Wednesday, January 28, 2009

Battle Erupts Over “Academic Bill of Rights” at College of DuPage in Suburban Chicago; Leftist Slant at a Community College

A battle has erupted at the College of DuPage in west-suburban Chicago over a proposal by the college’s Board of Trustees to impose protections for students against biased indoctrination by teachers. The language containing these protections incorporates what is known as the “Academic Bill of Rights” (link), which unsurprisingly has been strongly opposed by teachers and their unions. Looks to me as though College of DuPage Trustee Kory Atkinson is to be commended. College of DuPage is a large two-year community college, with about 30,000 students per semester, according to its web site (link), and brothers John and Jim Belushi are perhaps its most famous former students.

Following this story is Sara Dogan, National Campus Director of Students for Academic Freedom, which is a “clearing house and communications center for a national coalition of student organizations whose goal is to end the political abuse of the university and to restore integrity to the academic mission as a disinterested pursuit of knowledge.” She writes (link):

In what may be a landmark battle currently playing out at a large Midwestern community college, the College of DuPage’s faculty association has pitted itself against the board of trustees over whether to protect the academic freedom of its students. This latest skirmish in the five-year war over David Horowitz's Academic Bill of Rights (ABOR) reveals the lengths to which faculty unions are prepared to go to deny college students the right to an education free from indoctrination.

If adopted, as the Board of Trustees has proposed, this reform would make the College of DuPage the first institution of higher learning in the nation to adopt the Academic Bill of Rights and only the third to recognize that students have academic freedom rights that are distinct from (but related to) those granted to faculty.

“I and the other trustees thought it was important to provide for the academic freedom of students as well as faculty members,” explained Kory Atkinson, a trustee at DuPage and the principal author of the new policy manual which contains the Academic Bill of Rights.
“We’ve had some anecdotal evidence from students about faculty at DuPage providing lower scores [for ideological reasons] and even in some written reports for classes where professors made comments about sources being ‘right-wing’ rather than rejecting them for scholarly reasons, mainly in the social sciences where sources tend to be more subjective,” Atkinson said, explaining some of the Board’s impetus for proposing the Academic Bill of Rights.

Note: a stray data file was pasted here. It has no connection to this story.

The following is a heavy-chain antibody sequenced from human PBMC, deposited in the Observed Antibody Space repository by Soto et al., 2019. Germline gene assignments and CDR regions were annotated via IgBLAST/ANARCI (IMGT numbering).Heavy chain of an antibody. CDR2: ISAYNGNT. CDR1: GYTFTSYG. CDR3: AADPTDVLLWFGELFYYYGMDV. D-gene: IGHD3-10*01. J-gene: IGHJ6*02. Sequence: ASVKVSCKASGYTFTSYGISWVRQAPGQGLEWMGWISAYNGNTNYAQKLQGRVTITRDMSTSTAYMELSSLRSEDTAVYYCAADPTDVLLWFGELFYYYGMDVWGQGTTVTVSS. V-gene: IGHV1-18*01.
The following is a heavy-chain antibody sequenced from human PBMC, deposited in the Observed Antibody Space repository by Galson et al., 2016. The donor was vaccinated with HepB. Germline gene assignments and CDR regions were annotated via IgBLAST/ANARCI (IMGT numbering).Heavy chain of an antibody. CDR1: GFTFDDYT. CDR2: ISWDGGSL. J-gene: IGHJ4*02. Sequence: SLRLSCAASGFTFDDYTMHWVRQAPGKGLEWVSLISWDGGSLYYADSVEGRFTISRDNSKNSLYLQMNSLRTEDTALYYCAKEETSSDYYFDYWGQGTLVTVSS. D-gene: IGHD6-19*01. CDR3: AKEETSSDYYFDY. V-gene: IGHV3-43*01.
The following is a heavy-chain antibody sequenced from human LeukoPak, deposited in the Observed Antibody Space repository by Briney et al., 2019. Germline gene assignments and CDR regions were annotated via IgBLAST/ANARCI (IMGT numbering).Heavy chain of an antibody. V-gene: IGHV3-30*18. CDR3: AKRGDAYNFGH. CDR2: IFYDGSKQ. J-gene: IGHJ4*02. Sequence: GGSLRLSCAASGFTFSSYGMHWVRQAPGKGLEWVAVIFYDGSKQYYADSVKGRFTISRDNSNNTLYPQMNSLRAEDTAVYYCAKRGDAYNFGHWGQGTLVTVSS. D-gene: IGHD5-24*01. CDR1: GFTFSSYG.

The Academic Bill of Rights proposed at DuPage echoes the language of the original Bill authored by David Horowitz in 2005. It recognizes that the principle of academic freedom applies not only to faculty but also to students who should be protected “from the imposition of any orthodoxy of a political, religious or ideological nature.” The DuPage bill acknowledges the right of faculty members to “pursue their own findings and perspectives in presenting their views” but states that they should consider and make their students aware of other viewpoints” and that “courses will not be used for the purpose of political, ideological, religious, or anti-religious indoctrination.”

Despite such guarantees, the DuPage faculty union, a unit of the National Education Association (NEA), has declared open war over the proposed policy change.

In a separate post, Dogan rebuts the specific “smears” hurled at the Academic Bill of Rights by its opponents (link). For a view sympathetic to the point of view of liberal indoctrinist faculty, here’s a post at Inside Higher Ed online (link).

College of DuPage certainly appears to need an overhaul. Earlier this month, it extended a speaking invitation to ultra-liberal, detestable domestic terrorist Bill Ayers (link), in keeping with the "leftist slant of invited speakers in recent years."

John M Greco